# Frikkin’ LASERs

Another wonderful development in the world of LIDAR – LIght Detection And Ranging – has lead to the possibility of mapping the surface and geophysical properties of other planets with with “differences [in height] down to one centimeter“. Pixel resolution has also greatly increased, “from kilometers square to a few feet by a few feet.

LIDAR works on a similar principle to radar, but through the use of lasers rather than radio waves. The laser is shot at an object, and the time delay between the pulse and the reflection is measured in order to accurately gauge the distance. The advantages of LIDAR over radar are twofold: LIDAR can be used to measure smaller objects, and it works on a greater variety of materials.

Of course project leader Professor Donald Figer is keen to promote his system’s anti-terrorism credentials:

“Imagine,” he says, “that you have this 3-D, 180-degree fish-eye system . . . in every city scanning continuously for biohazards.”

I know it’s meant to be scanning for biohazards, but presumably the system could also be used to create real-time, centimetre-resolution maps of cities, including the relative positions of every individual. Combine this with currently existing surveillance systems and we could have ourselves a nice panopticon by the middle of the century.

[original story from Technology Review][image by Mike Licht]

# And the Oscar for "Best Short Film of a Sub-Atomic Particle" goes to…

The movie, made at Lund University, Sweden, shows how an electron rides on a light wave after just having been pulled away from an atom. This is the first time an electron has ever been filmed. (Via EurekAlert.)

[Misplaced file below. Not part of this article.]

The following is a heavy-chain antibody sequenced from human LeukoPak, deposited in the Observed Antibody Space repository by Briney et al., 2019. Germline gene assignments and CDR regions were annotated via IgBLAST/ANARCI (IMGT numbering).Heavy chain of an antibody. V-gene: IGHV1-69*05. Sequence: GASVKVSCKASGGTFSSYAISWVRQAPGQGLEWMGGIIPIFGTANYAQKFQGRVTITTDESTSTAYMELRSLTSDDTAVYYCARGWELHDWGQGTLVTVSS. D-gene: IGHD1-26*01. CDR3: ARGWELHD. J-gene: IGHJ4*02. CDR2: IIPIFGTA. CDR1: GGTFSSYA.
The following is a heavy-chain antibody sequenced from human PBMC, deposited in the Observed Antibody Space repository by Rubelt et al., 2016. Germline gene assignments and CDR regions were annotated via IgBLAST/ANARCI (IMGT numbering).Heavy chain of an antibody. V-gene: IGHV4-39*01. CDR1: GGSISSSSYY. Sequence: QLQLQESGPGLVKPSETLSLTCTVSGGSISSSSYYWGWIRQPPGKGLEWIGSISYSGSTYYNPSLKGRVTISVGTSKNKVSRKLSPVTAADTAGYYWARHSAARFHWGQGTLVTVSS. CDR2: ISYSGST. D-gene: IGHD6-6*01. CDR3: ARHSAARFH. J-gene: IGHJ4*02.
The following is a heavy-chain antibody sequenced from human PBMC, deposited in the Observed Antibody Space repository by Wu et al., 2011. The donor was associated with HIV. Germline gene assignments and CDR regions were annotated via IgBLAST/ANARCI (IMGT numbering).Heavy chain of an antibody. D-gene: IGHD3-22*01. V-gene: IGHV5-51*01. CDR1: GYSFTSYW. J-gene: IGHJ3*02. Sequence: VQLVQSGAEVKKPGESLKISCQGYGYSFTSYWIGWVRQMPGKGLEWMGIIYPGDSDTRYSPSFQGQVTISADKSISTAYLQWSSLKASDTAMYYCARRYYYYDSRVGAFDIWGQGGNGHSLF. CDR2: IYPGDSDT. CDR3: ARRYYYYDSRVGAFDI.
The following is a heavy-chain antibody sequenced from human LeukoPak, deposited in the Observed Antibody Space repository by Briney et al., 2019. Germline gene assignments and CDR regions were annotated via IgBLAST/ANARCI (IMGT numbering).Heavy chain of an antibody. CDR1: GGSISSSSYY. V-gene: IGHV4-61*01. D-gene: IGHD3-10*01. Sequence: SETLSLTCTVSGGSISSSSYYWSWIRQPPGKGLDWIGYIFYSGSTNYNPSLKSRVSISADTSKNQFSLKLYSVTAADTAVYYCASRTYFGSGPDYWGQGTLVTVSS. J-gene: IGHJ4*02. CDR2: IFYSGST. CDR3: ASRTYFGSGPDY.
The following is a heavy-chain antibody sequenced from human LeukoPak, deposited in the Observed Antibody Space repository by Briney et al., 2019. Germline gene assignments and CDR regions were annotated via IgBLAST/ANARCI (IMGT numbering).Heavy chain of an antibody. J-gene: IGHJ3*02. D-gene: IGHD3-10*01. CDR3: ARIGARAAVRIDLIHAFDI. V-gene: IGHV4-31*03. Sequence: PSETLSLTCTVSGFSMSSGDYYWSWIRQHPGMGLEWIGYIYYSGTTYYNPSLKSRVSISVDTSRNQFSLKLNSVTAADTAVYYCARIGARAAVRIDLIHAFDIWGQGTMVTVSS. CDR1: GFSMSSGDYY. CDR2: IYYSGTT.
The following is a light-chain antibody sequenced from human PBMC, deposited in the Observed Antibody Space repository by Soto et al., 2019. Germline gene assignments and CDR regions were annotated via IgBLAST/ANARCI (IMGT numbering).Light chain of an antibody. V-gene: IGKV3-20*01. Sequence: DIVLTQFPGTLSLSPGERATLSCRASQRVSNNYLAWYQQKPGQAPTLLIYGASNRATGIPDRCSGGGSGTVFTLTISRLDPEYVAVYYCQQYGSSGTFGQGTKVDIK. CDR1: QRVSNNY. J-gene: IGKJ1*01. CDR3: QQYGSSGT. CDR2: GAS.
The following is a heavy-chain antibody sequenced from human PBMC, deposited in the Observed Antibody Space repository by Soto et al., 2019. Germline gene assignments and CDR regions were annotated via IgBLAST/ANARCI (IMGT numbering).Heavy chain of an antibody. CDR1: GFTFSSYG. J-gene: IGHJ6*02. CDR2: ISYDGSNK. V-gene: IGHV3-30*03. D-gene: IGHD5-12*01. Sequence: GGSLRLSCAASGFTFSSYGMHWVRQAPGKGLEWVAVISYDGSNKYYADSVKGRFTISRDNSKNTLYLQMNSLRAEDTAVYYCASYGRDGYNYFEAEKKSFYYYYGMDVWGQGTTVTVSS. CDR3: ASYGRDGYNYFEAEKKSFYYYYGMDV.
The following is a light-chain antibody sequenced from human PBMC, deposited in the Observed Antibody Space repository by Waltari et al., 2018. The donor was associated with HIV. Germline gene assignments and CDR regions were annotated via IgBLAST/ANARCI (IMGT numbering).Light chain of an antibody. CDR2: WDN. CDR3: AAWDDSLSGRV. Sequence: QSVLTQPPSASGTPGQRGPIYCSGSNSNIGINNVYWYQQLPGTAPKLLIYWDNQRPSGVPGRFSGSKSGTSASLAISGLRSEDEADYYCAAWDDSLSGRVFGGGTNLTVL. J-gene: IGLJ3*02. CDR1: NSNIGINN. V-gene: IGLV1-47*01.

How do you film something that circles the nucleus of an atom once every 150 attoseconds? And how long is an attosecond, anyway?

To answer the second question first, an attosecond is 10 to the -18 of a second, or, as Johan Mauritsson, an assistant professor in atomic physics at the University, puts it, “an attosecond is related to a second as a second is related to the age of the universe.”

By using attosecond pulses created from intense laser light using recently developed technology, the researchers were able to guide the motion of an electron and capture a collision between it and an atom on film.

As you might guess, the encounter has been slowed down enormously so our slow-poke eyes and brains can register it.

OK, so it probably won’t win an Oscar at this Sunday’s Academy Awards, but it’s still pretty darn cool.

You can read the original scientific paper from Physical Review Letters here, and additional discussion of the achievement here.

(Image: Lund University.)

[tags]physics, particles, lasers, atoms[/tags]

# More tech for the military

Thanks to the huge budgets involved, the military forces of the world tend to get a chance to play with all the best new technology before anyone else. The US Army Flight School is adopting a new augmented reality helmet for training purposes, which enables the wearer to see tactical information and thermal imagery, and to focus on distant objects. A more long-term Pentagon plan is to adopt militarily useful iterations of directed energy technology – to build laser blasters, in other words. Another technology that soldiers are more likely to get before the rest of us, albeit due to the most unpleasant of circumstances, are cybernetic limbs like the iHand prosthesis, a myo-electric replacement hand that can lift delicate objects without crushing them.